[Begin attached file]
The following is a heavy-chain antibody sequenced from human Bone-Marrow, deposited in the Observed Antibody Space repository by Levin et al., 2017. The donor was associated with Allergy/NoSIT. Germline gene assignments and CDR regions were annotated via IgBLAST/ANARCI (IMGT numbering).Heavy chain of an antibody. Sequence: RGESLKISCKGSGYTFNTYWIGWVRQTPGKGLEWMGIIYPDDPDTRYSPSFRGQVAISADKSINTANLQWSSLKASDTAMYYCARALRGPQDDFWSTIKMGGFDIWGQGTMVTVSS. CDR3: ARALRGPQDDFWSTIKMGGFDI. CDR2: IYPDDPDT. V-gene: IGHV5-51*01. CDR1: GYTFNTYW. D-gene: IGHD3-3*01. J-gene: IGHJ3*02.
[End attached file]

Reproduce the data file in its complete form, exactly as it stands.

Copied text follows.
The following is a heavy-chain antibody sequenced from human Bone-Marrow, deposited in the Observed Antibody Space repository by Levin et al., 2017. The donor was associated with Allergy/NoSIT. Germline gene assignments and CDR regions were annotated via IgBLAST/ANARCI (IMGT numbering).Heavy chain of an antibody. Sequence: RGESLKISCKGSGYTFNTYWIGWVRQTPGKGLEWMGIIYPDDPDTRYSPSFRGQVAISADKSINTANLQWSSLKASDTAMYYCARALRGPQDDFWSTIKMGGFDIWGQGTMVTVSS. CDR3: ARALRGPQDDFWSTIKMGGFDI. CDR2: IYPDDPDT. V-gene: IGHV5-51*01. CDR1: GYTFNTYW. D-gene: IGHD3-3*01. J-gene: IGHJ3*02.